While his name might only be familiar to a American jazz aficionados, Fabian Almazan, at 27, is already being compared with some of the finest Cuban jazz pianists of the past few decades. That Almazan is better known in New York jazz circles than the city he was born in, Havana, is not altogether surprising given that he was only 10 years of age when he left Cuba and that he has lived in the States for the past 17 years, the last eight years in the Big Apple.
A smooth American accent corroborates the young man’s assimilation. The transition from classical to jazz pianist has been almost equally seamless, it seems. Almazan was brought up in the classical piano tradition in Cuba. It was not until he was in his mid-teens and living in Miami that he started taking an interest in jazz. “I overheard some peers at my high school playing jazz. It caught my ear. When I started to realise that improvisation gave you the sort of freedom to be able to express yourself, it immediately appealed to me.”
For the past four years he has held down a place in the Terence Blanchard Quintet, one of the most respected modern jazz combos in jazz-mad New York and the States in general. Naturally, it took considerable commitment combined with a prodigious talent for Almazan to reach that elite level in little more than a decade. As he observes in a matter of fact manner: “Anything that one tries to do well, unless you have a unique gift, requires a lot of work and it’s not easy. I listened to all kind of jazz records, and tried to go out to jam sessions and play with different musicians. Little by little, you learn from your successes and failures.”
The first jazz pianist to catch young Almazan’s attention was the great Oscar Peterson. “His feel, his clarity were astounding to me. I thought he had a command over the instrument that was unparalleled.” He also got very interested in Keith Jarrett. “He was a free sort of musician. I couldn’t tell where he was coming at the music from, but I knew that pianistically, too, he also had a unique command over the instrument.” Almazan also has a great deal of respect for Dave Brubeck, whom he studied under in California in 2003. He even got to perform with the great man. “That was amazing. I think it may have been ‘Take Five’ I played with him, though it wasn’t really planned. I played with him a couple of times after that. He’s a very humble, brilliant man. I really appreciated the time I got to hang out with him.”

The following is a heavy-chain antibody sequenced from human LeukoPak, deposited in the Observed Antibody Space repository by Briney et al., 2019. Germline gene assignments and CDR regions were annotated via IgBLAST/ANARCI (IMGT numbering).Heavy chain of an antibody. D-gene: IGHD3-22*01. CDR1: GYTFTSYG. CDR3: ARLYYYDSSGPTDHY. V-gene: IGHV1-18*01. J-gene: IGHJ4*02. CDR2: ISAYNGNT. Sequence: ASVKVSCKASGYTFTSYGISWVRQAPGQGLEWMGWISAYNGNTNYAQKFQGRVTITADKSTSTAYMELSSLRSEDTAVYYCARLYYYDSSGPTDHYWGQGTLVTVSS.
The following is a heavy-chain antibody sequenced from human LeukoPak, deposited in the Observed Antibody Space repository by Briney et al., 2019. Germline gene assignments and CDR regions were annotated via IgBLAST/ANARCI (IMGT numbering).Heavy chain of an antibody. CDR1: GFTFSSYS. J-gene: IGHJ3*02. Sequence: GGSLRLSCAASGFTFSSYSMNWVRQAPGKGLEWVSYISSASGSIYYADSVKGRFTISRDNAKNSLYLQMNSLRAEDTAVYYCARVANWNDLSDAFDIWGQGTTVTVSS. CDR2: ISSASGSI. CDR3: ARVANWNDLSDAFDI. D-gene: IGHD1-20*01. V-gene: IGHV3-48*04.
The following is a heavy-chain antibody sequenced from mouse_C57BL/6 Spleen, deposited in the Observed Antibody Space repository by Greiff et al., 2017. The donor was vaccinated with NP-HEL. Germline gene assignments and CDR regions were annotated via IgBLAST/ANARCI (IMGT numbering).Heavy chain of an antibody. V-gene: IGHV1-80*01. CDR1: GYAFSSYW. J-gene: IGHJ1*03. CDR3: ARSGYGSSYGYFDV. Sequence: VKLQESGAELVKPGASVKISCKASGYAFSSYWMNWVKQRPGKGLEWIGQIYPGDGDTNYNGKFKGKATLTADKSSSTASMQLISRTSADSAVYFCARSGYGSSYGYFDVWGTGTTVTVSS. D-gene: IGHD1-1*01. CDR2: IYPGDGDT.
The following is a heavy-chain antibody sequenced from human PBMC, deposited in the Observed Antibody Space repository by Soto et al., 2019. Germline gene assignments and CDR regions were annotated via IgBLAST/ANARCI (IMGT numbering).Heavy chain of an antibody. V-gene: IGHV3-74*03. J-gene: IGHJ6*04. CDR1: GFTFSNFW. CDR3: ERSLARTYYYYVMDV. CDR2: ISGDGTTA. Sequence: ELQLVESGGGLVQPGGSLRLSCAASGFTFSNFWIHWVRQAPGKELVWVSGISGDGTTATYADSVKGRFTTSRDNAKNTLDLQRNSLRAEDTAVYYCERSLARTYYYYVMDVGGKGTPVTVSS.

Of the many great Cuban pianists, Almazan has been most influenced by Gonzalo Rubalcaba, a player/composer who has received no fewer than 14 Grammy nominations and two Awards. He’s also a huge admirer of Rubén González, though he never saw the late Buena Vista Social Club star in live performance. One of the tracks on Fabian’s latest CD, Personalities, was inspired by González’s playing.
Although he admits to performing some traditional Cuban music and playing jazz with a Cuban inflection, Almazan considers himself to be an international player. “I’m a strong advocate of being from the world rather than from one country,” he avers. “Music has so many avenues available that I find it a little unnecessary to try to box yourself into a genre. I feel that I’m Cuban regardless of what I play — it runs through my blood; it’s my culture. I’m very proud to be Cuban but by the same token I’m very happy to have experienced a lot of different cultures and points of view.”
Almazan finds the New York jazz scene nourishing. “It’s certainly not as cutthroat and competitive as some people think … everybody seems to respect each other. I’ve never really felt a competitive edge. If anything, I’ve felt that people are very positive and nurturing. I feel extremely fortunate to have had the chance to play with the Terence Blanchard Quintet — I’ve learnt an immense amount.”
Kendrick Scott, the drummer in Blanchard’s Quintet, is also a member of the Fabian Almazan Trio, who were among the star attractions at October’s Wangaratta Festival, one of the biggest jazz festivals in Australia. The third member, bass ace Linda Oh, although born in Malaysia and now resident in New York, was raised in Perth in Western Australia. “She’d been trying to get me to Australia for some time,” says the Cuban. “I met her when we were both doing the masters program at the Manhattan School of Music”. The pianist describes Oh as an amazing composer and a great bass player who is very open to everything.
Almazan was among Linda Oh’s sidemen when her quartet performed pieces from an upcoming album, Stories From the Source at Wangaratta. He sees Oh as a kindred spirit. “We’re both experimenting with rhythm and harmony in a modern sense. Linda also has her Asian background that she explores, the same way that I explore my Cuban roots, so I feel we’re going along the same path, although turning out different results.”
• The above interview first appeared in Rhythms, Australia’s only dedicated roots music magazine, for which the author is World/Folk correspondent.
Author: Tony Hillier
Tony Hillier is based in Cairns in far north Queensland, from where he has been actively involved in all areas of the music industry in Australia for the past 25 years, primarily as a journalist, writing for national publications such as the Weekend Australian and Rhythms magazine (for which he is World Music & Folk correspondent), and performing locally, nationally and internationally with the bands Kamerunga and Snake Gully. He has also presented and produced World Music and Folk music programs for ABC Far North, Port Douglas Radio and 4CCR-FM, netting a CBAA Best Specialist Music Program Award with the last-named for a documentary on flamenco. Before coming to Australia, he was a racing journalist of some repute in the UK, where he wrote a column for the London Evening Standard under the nom-de-plume of Ajax.